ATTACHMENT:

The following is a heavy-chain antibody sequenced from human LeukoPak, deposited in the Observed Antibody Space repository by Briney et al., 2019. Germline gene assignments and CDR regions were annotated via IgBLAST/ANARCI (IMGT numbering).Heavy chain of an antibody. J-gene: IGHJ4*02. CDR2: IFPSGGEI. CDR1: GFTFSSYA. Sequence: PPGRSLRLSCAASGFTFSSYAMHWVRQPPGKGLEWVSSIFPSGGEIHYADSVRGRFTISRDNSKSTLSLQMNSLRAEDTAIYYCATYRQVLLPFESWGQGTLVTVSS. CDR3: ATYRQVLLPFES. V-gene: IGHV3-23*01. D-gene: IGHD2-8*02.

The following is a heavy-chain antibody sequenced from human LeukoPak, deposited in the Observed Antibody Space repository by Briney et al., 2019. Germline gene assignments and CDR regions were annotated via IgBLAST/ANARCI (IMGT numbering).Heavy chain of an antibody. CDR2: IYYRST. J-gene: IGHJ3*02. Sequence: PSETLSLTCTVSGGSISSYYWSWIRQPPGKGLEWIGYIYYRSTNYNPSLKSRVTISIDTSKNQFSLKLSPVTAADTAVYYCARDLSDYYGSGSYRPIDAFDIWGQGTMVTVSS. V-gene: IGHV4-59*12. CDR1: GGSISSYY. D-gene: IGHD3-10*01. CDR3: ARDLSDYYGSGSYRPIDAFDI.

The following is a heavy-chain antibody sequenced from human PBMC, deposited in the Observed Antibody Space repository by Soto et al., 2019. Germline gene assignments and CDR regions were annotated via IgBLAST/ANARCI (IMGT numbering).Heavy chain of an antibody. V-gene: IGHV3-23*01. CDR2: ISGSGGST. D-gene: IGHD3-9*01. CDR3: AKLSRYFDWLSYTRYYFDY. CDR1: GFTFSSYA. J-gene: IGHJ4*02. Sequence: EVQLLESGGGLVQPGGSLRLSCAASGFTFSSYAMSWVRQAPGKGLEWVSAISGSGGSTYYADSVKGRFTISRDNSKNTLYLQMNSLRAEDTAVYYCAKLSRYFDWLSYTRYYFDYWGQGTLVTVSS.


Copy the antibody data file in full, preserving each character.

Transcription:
The following is a heavy-chain antibody sequenced from human LeukoPak, deposited in the Observed Antibody Space repository by Briney et al., 2019. Germline gene assignments and CDR regions were annotated via IgBLAST/ANARCI (IMGT numbering).Heavy chain of an antibody. J-gene: IGHJ4*02. CDR2: IFPSGGEI. CDR1: GFTFSSYA. Sequence: PPGRSLRLSCAASGFTFSSYAMHWVRQPPGKGLEWVSSIFPSGGEIHYADSVRGRFTISRDNSKSTLSLQMNSLRAEDTAIYYCATYRQVLLPFESWGQGTLVTVSS. CDR3: ATYRQVLLPFES. V-gene: IGHV3-23*01. D-gene: IGHD2-8*02.

The following is a heavy-chain antibody sequenced from human LeukoPak, deposited in the Observed Antibody Space repository by Briney et al., 2019. Germline gene assignments and CDR regions were annotated via IgBLAST/ANARCI (IMGT numbering).Heavy chain of an antibody. CDR2: IYYRST. J-gene: IGHJ3*02. Sequence: PSETLSLTCTVSGGSISSYYWSWIRQPPGKGLEWIGYIYYRSTNYNPSLKSRVTISIDTSKNQFSLKLSPVTAADTAVYYCARDLSDYYGSGSYRPIDAFDIWGQGTMVTVSS. V-gene: IGHV4-59*12. CDR1: GGSISSYY. D-gene: IGHD3-10*01. CDR3: ARDLSDYYGSGSYRPIDAFDI.

The following is a heavy-chain antibody sequenced from human PBMC, deposited in the Observed Antibody Space repository by Soto et al., 2019. Germline gene assignments and CDR regions were annotated via IgBLAST/ANARCI (IMGT numbering).Heavy chain of an antibody. V-gene: IGHV3-23*01. CDR2: ISGSGGST. D-gene: IGHD3-9*01. CDR3: AKLSRYFDWLSYTRYYFDY. CDR1: GFTFSSYA. J-gene: IGHJ4*02. Sequence: EVQLLESGGGLVQPGGSLRLSCAASGFTFSSYAMSWVRQAPGKGLEWVSAISGSGGSTYYADSVKGRFTISRDNSKNTLYLQMNSLRAEDTAVYYCAKLSRYFDWLSYTRYYFDYWGQGTLVTVSS.